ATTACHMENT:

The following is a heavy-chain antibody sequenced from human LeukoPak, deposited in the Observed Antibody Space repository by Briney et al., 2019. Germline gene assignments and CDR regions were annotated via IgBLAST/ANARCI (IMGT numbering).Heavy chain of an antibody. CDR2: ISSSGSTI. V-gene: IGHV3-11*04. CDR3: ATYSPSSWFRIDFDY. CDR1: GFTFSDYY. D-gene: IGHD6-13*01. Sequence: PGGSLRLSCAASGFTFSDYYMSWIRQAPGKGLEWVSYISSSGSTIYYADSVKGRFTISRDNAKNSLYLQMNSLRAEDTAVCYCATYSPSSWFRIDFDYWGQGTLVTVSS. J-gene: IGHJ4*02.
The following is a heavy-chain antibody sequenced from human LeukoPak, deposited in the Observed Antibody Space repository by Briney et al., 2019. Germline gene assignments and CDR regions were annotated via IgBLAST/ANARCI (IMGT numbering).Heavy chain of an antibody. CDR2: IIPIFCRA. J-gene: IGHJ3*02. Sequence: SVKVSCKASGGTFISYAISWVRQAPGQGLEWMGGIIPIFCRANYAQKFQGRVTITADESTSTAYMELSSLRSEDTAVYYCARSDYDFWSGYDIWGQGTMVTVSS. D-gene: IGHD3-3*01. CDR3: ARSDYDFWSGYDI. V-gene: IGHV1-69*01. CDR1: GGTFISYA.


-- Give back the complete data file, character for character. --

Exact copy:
The following is a heavy-chain antibody sequenced from human LeukoPak, deposited in the Observed Antibody Space repository by Briney et al., 2019. Germline gene assignments and CDR regions were annotated via IgBLAST/ANARCI (IMGT numbering).Heavy chain of an antibody. CDR2: ISSSGSTI. V-gene: IGHV3-11*04. CDR3: ATYSPSSWFRIDFDY. CDR1: GFTFSDYY. D-gene: IGHD6-13*01. Sequence: PGGSLRLSCAASGFTFSDYYMSWIRQAPGKGLEWVSYISSSGSTIYYADSVKGRFTISRDNAKNSLYLQMNSLRAEDTAVCYCATYSPSSWFRIDFDYWGQGTLVTVSS. J-gene: IGHJ4*02.
The following is a heavy-chain antibody sequenced from human LeukoPak, deposited in the Observed Antibody Space repository by Briney et al., 2019. Germline gene assignments and CDR regions were annotated via IgBLAST/ANARCI (IMGT numbering).Heavy chain of an antibody. CDR2: IIPIFCRA. J-gene: IGHJ3*02. Sequence: SVKVSCKASGGTFISYAISWVRQAPGQGLEWMGGIIPIFCRANYAQKFQGRVTITADESTSTAYMELSSLRSEDTAVYYCARSDYDFWSGYDIWGQGTMVTVSS. D-gene: IGHD3-3*01. CDR3: ARSDYDFWSGYDI. V-gene: IGHV1-69*01. CDR1: GGTFISYA.